Regarding the doctrine of imperfect self-defense, “․ when the trier of fact finds that a defendant killed another person because the defendant actually, but unreasonably, believed he was in imminent danger of death or great bodily injury, the defendant is deemed to have acted without malice and thus can be convicted of no crime greater than voluntary manslaughter.” (In re Christian S. (1994) 7 Cal.4th 768, 771, 30 Cal.Rptr.2d 33, 872 P.2d 574, original italics omitted and italics added.) Because malice is irrelevant in first and second degree felony-murder prosecutions, a claim of imperfect self-defense, offered to negate malice, is likewise irrelevant.
In People v. Loustaunau (1986) 181 Cal.App.3d 163, 226 Cal.Rptr. 216, the court recognized that a claim of imperfect self-defense is inapplicable in a felony-murder case. In that case, the defendant contended imperfect self-defense should reduce felony murder to manslaughter. The court rejected this assertion, noting “․ an honest but unreasonable belief in self-defense negates malice aforethought. [Citation.] In felony murder, on the other hand, malice aforethought is not required.” (Id. at p. 170, 226 Cal.Rptr. 216.)
In a similar case, People v. Anderson (1991) 233 Cal.App.3d 1646, 285 Cal.Rptr. 523, defendant was charged with first degree felony murder and the trial court refused to instruct on the defense of imperfect duress. The appellate court affirmed, noting: “Even if the defense of imperfect duress could negate malice aforethought, malice aforethought is not an element of either felony murder or robbery. Hence, a defense tending to negate malice aforethought is simply irrelevant and provides no defense at all to felony murder.” (Id. at p. 1666, 285 Cal.Rptr. 523.)
In sum, defendants' claim of imperfect self-defense is irrelevant to the charge of second-degree felony murder. Consequently, defendants' claim that they were wrongfully deprived of an opportunity to advance this defense necessarily fails.2
B. Shooting into an Occupied Vehicle as an Inherently Dangerous Felony
Defendants contend a violation of section 246 that involves shooting into an occupied vehicle does not constitute an inherently dangerous felony for purposes of the second degree felony-murder rule.3 We categorically reject such a claim.
In People v. Hansen, supra, 9 Cal.4th at pp. 309-310, 36 Cal.Rptr.2d 609, 885 P.2d 1022, the California Supreme Court concluded a violation of section 246 that involves shooting at an inhabited dwelling is an inherently dangerous felony. The court reasoned: “The discharge of a firearm at an inhabited dwelling house-by definition, a dwelling ‘currently being used for dwelling purposes, whether occupied or not’ [citation]-is a felony whose commission inherently involves a danger to human life. An inhabited dwelling house is one in which persons reside [citation] and where occupants ‘are generally in or around the premises.’ [Citation.] In firing a gun at such a structure, there always will exist a significant likelihood that an occupant may be present. Although it is true that a defendant may be guilty of this felony even if, at the time of the shooting, the residents of the inhabited dwelling happen to be absent [citation], the offense nonetheless is one that, viewed in the abstract-as shooting at a structure that currently is used for dwelling purposes-poses a great risk or ‘high probability’ of death․ The nature of the other acts proscribed by section 246 reinforces the conclusion that the Legislature viewed the offense of discharging a firearm at an inhabited dwelling as posing a risk of death comparable to that involved in shooting at an occupied building or motor vehicle.” (Id. at p. 310, 36 Cal.Rptr.2d 609, 885 P.2d 1022, original italics omitted and italics added.)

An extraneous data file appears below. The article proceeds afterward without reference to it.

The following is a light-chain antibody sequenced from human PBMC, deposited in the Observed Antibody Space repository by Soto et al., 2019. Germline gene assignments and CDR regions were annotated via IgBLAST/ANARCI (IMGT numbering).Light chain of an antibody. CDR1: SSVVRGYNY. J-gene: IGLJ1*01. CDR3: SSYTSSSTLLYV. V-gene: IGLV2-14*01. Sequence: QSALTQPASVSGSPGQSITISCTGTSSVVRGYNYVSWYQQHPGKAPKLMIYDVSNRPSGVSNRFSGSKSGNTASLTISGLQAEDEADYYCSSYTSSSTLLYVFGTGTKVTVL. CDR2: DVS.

As the Supreme Court implicitly recognized, shooting at an occupied motor vehicle involves a clear danger to human life. Defendants contend shots may be fired at portions of a car, such as the wheels, in a manner that presents no risk to the car's occupants. Unlike defendants, we are unwilling to ascribe such a high level of marksmanship to someone who fires a gun at an occupied vehicle. Shots fired at an occupied vehicle pose a self-evident risk to human life. In fact, given the far smaller spaces involved, this danger is arguably even greater than that posed by random firing into an inhabited dwelling, where occupants might not even be present.
Moreover, the Hansen court also observed that application of the felony-murder rule to a homicide resulting from a violation of section 246 furthers the deterrence principles behind the felony-murder doctrine. Noting that firearm deaths have become “an alarmingly common occurrence in our society,” (9 Cal.4th at p. 311, 36 Cal.Rptr.2d 609, 885 P.2d 1022) the court concluded: “By providing notice to persons inclined to willfully discharge a firearm at an inhabited dwelling-even to those individuals who would do so merely to frighten or intimidate the occupants, or to ‘leave their calling card’-that such persons will be guilty of murder should their conduct result in the all-too-likely fatal injury of another, the felony-murder rule may serve to deter this type of reprehensible conduct, which has created a climate of fear for significant numbers of Californians․” (Ibid.) The same rationale applies here.